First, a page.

From the article: "Yet hundreds of Methodist ministers have publicly
rejected the doctrine, and some face discipline for presiding over same-sex
unions. Last month, in a public challenge to church rules, a retired Methodist
bishop officiated at a wedding for two men in Alabama."This
issue is much bigger than just one pastor. This is a deep rift throughout the
United Methodist Church.As Bishop Talbert said: "Weddings are
going on all the time, all across the church, but it's privately done, and
bishops are just looking the other way, and it's time for someone to say,
'Let's deal with the elephant in the room.' "He
also said: "I declare to you that the derogatory language and restrictive
laws in the Book of Discipline are immoral and unjust and no longer deserve our
loyalty and obedience."More than 1000 ministers have signed
Talbert's call to action.Schaefer is doing a good thing by
keeping the issue of same-sex marriage front and center in the minds of the UMC
congregation. Many Christian denominations are already happy to perform same-sex
wedding ceremonies -- and I bet the UMC will be joining them before too much
There's a very interesting article about this case in the NYT today.
Here's some facts from the article:-- November, Philadelphia --
36 Methodist ministers recited the Declaration of Marriage on the steps of a
Methodist church for two gay men. -- New York -- Methodist ministers
are openly blogging about the same-sex ceremonies they're performing.-- October, Alabama -- retired Bishop Melvin Talbert conducted a church
ceremony for two gay men.-- several more ministers are already
facing trial for performing same-sex ceremonies.-- even Bishop Peggy
Johnson, Schaefer's superior in the church, has publicly stated this week
that the UMC's bans on gay ordination and gay marriages were discriminatory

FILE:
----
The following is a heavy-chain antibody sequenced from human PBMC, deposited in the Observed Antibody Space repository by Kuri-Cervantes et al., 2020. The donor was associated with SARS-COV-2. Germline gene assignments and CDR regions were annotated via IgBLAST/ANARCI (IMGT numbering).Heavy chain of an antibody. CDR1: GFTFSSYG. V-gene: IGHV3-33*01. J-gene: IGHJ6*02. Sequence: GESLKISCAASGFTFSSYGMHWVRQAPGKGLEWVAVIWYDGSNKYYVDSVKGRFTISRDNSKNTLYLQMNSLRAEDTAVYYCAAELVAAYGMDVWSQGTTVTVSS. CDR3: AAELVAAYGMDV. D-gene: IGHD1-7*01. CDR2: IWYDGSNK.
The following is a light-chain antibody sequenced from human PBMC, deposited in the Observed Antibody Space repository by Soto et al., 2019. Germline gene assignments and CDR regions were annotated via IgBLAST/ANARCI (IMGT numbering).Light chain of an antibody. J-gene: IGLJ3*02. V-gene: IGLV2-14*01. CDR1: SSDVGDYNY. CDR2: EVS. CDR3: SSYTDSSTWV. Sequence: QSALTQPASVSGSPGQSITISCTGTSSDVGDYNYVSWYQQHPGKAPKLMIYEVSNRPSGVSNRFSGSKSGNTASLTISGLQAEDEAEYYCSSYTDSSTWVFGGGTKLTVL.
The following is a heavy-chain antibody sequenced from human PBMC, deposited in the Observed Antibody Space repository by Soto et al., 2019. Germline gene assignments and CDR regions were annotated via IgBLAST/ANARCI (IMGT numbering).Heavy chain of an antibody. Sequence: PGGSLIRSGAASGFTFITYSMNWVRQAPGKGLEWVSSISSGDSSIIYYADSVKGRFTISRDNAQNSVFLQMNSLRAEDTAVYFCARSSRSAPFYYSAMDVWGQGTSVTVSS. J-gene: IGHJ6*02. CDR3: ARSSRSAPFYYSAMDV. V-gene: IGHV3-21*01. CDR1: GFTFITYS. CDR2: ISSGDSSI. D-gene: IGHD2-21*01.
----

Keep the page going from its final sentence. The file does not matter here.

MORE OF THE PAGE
and have "led to confusion by many from the outside of the church wondering
how we can talk out of two sides of our mouth."-- Schaefer has
said that he will not leave the UMC. He says "It's not that easy when a
church is your spiritual home," he said. "All my children have been
baptized in the United Methodist Church. I don't know how to be a minister
out of the United Methodist Church."
Looks like a good example of the separation between the sheep and the goats and
the wheat and the tares. Marriage, as ordained by God, is between man and woman.
As for me and my household, we will serve the Lord. Invitation to
Methodist members troubled about this internal division: Come join The Church of
Jesus Christ of Latter-Day Saints. You will be loved and accepted, and is a
place where the fullness of the gospel of Jesus Christ is available.
@1.96 Standard Deviations;Please explain how a fictional being can
"ordain" anything?Invitation to LDS Members: Come join
those of us who are "nones"; you'll be amazed at how fulfilling
life can be when your time isn't being overwhelmed by your churches
Ranch-A fictional being can't ordain anything. God isn't
fictional -- Korihor the Anti-Christ learned about this the hard way.I am also glad The Church of Jesus Christ is demanding. "A religion that
does not require the sacrifice of all things never has power sufficient to
produce the faith necessary unto life and salvation;"In the
meantime, I am glad you keep coming back to these discussion boards, Ranch.
Since you don't let the home teachers in, who else will give you the
monthly message? :)
1.96 Standard Deviations says:"God isn't fictional
Ranch-Korihor already did. You can read about it in Alma 30.
@1.96 Standard Deviations"Korihor already did. You can read
about it in Alma 30."And I can read about Mohammed in the
Koran...and I can read about Krishna in the Vedas...and I can read about Buddha
in the Sutras...and I can read Dianetics if I really want to go off the deep
end.But guess what??None of these texts will magically
turn this country into a theocracy.
Keep the pastor defrocked!
@ 1.96 Standard Deviations Friend, I agree with your position whole
heartedly on the sanctity of traditional marriage. We must let our voice be
heard in defense of that sacred ordinance. With regards to your quote: "A
religion that does not require the sacrifice of all things never has power
sufficient to produce the faith necessary unto life and salvation;" Please
be aware that this quote which if often attributed to Joseph Smith was in fact
written by Sidney Rigdon (according to work published by Dr. Joel Reynolds at
BYU). That axiom was not a revelation and is not doctrine of the Church of
Jesus Christ of Latter Day Saints. It was contained in the Lectures on Faith
which are not official doctrine of the Church. The Lectures on Faith were
"decanonized" in 1921 by The First Presidency and removed from the
Doctrine and Covenants at that time.